ARTICLE #22 [First published in December 1988 Chicago Point]

The Encounter

It was a cold and damp night in late October. The trees stood like sentinels against the moonlit sky. The autumn leaves were losing their fragile grip as the swirling north wind rushed between the outstretched branches. I was walking in the crisp night air, communing with nature and the forces that be. Lashed by cold winds across my face, I sought shelter in a nearby place. There ahead was a pub with red neon lights -- the answer to my present plight. When I entered that haven door, I noticed that only a few had braved the night.

As I approached the bar to order a drink, I recognized a familiar sound rising from the back. It was the rhythmic click of rolling dice and the sudden bang of slammed checkers. I had heard this often over many years of play. The sounds brought back an indelible memory of excitement and pain.

Drawing closer to the noises, I saw three nervous players glued to their chairs. They were totally oblivious of my intrusion as the volatility of the game held their complete attention. A titanic mental and emotional battle was in the making. The inability of anyone to land a blow on the soft underbelly of the other’s position brought out the moans and groans of anguish and frustration. The silence of uncertain expectation heightened the tension, and the rattle of the dice cup became the drum roll before the execution. Pressure took it’s toll as calm demeanor gave way to pleads for numbers. The panic had set in giving voice to the fears. I felt the anxiety surface as quivering lips muttered:

Double trouble. The cube’s on sixty-four.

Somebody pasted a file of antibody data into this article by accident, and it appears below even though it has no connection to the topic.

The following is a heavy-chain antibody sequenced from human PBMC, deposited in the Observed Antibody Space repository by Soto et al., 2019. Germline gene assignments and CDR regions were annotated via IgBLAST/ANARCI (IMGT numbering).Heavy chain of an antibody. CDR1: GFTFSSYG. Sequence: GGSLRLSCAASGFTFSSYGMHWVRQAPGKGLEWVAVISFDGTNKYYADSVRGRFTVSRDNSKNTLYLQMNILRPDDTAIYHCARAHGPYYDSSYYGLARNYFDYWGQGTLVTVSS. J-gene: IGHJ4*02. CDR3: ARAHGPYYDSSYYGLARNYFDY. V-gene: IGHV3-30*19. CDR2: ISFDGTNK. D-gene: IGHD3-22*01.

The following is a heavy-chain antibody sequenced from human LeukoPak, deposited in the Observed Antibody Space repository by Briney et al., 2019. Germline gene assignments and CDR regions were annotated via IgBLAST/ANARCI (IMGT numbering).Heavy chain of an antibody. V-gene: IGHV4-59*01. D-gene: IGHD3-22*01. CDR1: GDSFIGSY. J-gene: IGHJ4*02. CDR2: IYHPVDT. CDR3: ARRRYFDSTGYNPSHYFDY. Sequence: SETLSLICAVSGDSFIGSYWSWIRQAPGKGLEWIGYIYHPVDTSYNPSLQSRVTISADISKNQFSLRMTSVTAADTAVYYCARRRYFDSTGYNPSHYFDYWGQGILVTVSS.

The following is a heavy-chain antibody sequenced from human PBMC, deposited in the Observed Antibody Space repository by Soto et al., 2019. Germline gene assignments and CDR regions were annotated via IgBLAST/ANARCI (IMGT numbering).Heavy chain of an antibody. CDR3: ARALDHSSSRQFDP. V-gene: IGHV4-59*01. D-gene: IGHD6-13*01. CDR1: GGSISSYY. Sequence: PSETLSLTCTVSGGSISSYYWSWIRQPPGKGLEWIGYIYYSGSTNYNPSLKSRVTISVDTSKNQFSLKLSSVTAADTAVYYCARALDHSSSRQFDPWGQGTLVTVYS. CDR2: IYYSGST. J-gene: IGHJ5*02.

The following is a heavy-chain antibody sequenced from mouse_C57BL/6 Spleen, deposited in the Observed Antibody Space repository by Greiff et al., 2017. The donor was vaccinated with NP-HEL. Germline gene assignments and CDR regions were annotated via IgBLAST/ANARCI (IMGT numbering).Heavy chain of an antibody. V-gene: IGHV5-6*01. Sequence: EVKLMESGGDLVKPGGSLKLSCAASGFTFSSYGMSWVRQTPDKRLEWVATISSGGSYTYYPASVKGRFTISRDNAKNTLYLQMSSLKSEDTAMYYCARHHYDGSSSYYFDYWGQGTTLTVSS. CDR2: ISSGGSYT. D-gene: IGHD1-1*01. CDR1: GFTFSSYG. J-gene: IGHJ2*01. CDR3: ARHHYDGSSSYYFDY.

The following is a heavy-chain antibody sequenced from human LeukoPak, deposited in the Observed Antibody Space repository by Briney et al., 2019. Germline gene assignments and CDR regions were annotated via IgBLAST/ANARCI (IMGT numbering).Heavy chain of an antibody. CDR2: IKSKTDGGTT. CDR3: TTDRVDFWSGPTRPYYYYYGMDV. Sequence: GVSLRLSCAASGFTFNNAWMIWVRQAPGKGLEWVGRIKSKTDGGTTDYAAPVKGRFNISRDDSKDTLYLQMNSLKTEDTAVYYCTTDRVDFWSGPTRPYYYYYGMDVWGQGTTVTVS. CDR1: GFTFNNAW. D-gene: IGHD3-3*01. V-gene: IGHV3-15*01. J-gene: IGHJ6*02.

Beavers and Raccoons have sprung this trap door.
Falling into certain doom,
Will I get out? Will I survive?
What magic number can end this dread?
Winning or losing is hanging by a thread.

I nervously fumbled for a cigarette, not wanting to miss a second of what was happening. As I turned to reach for my lighter, everything fell silent. The game had stopped. Nobody was around. Where did they go? How did they get out? As I looked down upon the board with bewilderment and disbelief, I saw the identical position that the others had been playing. There on the board, a faint green glow was coming from a pair of dice. When I tried to pick them up, they scattered like two frightened bugs.

Whoa! I leapt back. Frozen by fear, I could only stare and gape at their effort to evade my grasp. After a while, the dice came to rest. Breathing a deep sigh of relief, I looked up to see if I could safely flee. To my own amazement, on my very flight, I stopped and pocketed the strange pair of dice. My curiosity got the better of me. I was determined to find out what made them tick.

When I got home, I put them in a glass jar and waited days for something to happen. After a month, I got tired of the vigil and put the jar into a desk drawer.

About a year later, I heard noises coming from my desk. When I opened the drawer, I saw glowing dice rolling around in the jar. As I opened the lid to get a better look, they jumped out. The brighter they glowed, the larger they grew. A mouth was beginning to appear. Menacing red eyes grew over the mouth. Then a deep voice threatened, “You got away last year, but you will pay dearly.”

Nervously, I asked what they wanted. They gave me a sardonic smile exposing their formidable sawlike teeth and said, “We heard that you were good. Let’s see how good.”

Fortune Cookie
Imagination in backgammon brings both fun and pain. Without these, why do we play?

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